Composition of the Water of Crater Lake, Oregon by Walton Van Winkle and N. M. Finkbiner
Van Winkle, Walton and N. M. Finkbiner (1913). “Composition of the Water of Crater Lake, Oregon.” The Journal of Industrial and Engineering Chemistry
Crater Lake, in the heart of the Cascade Mountains of Oregon, is one of the most interesting spots in the United States, both to scientist and to tourist. Popular accounts of its beauties have been published in magazines and its chief features of scientific interest have been admirably set forth.’ But though analyses of typical rocks are given in Diller and Patton’s paper no analysis of the water of the lake has yet appeared in print, and the subjoined analysis may, therefore be useful to those interested in this remarkable body of water.
The following brief description of the lake, based or Diller’s report and on personal observations by the senior author, makes the analyses more readily understandable. Crater Lake is situated in a geologically recent caldera occupying the site of a once lofty volcanic peak – Mount Mazama – in the midst of the Cascade Range, about 55 miles northeast of Medford Oregon. The rim of the caldera is from 7,000 to 8,000 feet above the sea, and the lake surface was 6,175 feet above sea level in 1908. The inner slope of the rim bears, in some places, a sparse growth of pine, but in many others its walls drop sheer to the water’s edge, here and there fringed by steep talus slopes. The surficial area of the lake is approximately 21 square miles, and its drainage basin is only about 6 square miles larger. The greatest depth of water is 1,996 feet, and a cinder cone projects more than 760 feet above the surface at the western extremity of the lake to form Wizard Island. Precipitation is more than 70 inches a year, occurring chiefly as snow in winter. Evaporation is less than 55 inches, and this, with loss by percolation, almost completely balances the inflow, there being no surface outlet to the lake. Some of the water may find its way by percolation into Rogue River, but more of it probably goes southeastward appearing as springs in the drainage basin of Klamath Lake.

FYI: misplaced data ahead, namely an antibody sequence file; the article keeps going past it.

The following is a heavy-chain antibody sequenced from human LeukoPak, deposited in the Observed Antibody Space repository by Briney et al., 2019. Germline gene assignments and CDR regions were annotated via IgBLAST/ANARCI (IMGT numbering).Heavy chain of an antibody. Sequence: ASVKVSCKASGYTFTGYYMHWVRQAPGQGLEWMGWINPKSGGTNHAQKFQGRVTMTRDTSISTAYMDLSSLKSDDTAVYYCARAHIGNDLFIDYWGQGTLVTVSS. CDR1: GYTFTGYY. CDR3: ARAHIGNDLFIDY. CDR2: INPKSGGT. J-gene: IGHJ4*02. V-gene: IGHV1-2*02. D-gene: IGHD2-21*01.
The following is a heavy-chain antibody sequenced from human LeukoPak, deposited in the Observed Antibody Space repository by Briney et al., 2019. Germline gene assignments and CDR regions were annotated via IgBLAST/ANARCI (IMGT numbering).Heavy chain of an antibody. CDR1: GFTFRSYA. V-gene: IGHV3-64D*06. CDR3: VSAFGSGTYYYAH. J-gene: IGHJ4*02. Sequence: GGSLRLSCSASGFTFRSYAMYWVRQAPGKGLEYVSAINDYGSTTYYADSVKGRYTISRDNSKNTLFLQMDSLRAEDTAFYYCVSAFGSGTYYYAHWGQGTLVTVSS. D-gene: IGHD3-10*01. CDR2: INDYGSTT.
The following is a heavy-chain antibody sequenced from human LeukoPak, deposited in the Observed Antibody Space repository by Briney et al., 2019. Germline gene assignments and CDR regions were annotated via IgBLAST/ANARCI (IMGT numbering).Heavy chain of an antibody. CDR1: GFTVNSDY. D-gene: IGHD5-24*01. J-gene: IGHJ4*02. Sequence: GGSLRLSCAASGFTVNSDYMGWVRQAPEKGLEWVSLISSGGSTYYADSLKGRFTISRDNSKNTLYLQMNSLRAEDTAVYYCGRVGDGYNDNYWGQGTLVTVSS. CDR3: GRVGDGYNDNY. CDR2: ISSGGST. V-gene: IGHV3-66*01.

1 J. S. Diller and H. B. Patton, “The Geology and Petrography of Crater Lake National Park,” Prof. Paper U. S. Geol. Survey, 3 (1902); J. S. Diller, “Geological History of Crater Lake,” Department of the Interior, 1912.
As loss by percolation is only about one-third of the loss by evaporation, analyses of the water of the lake may be expected to give chemical evidence of slow concentration. That the analysis really shows concentration almost identical with that of other surface waters of the region is explained, however, by the fact that no sedimentary materials are exposed, the andesites, dacites, and basalts forming the basin of the lake, I being nearly insoluble in the cold water, and, therefore, incapable of rapidly increasing its content of mineral matter. Concentration of chlorides is great as compared with that of other materials, an indication of the concentrated character of the water. As the published analyses of rocks indicate that almost no chloride exists in these formations, it is possible that the high percentage of that radicle in the water is due almost entirely to accumulated “cyclic” chlorine precipitated with the rain and snow. The unexpectedly high percentage of sulfates is possibly caused by solution of sulfur that remained in the bottom of the caldera in a more or less oxidized condition at the cessation of active volcanism. No other features of the analysis seem unusual, when it is compared with the accompanying analysis of waters collected from Wood and Rogue rivers in the same season.
U.S. Geological Survey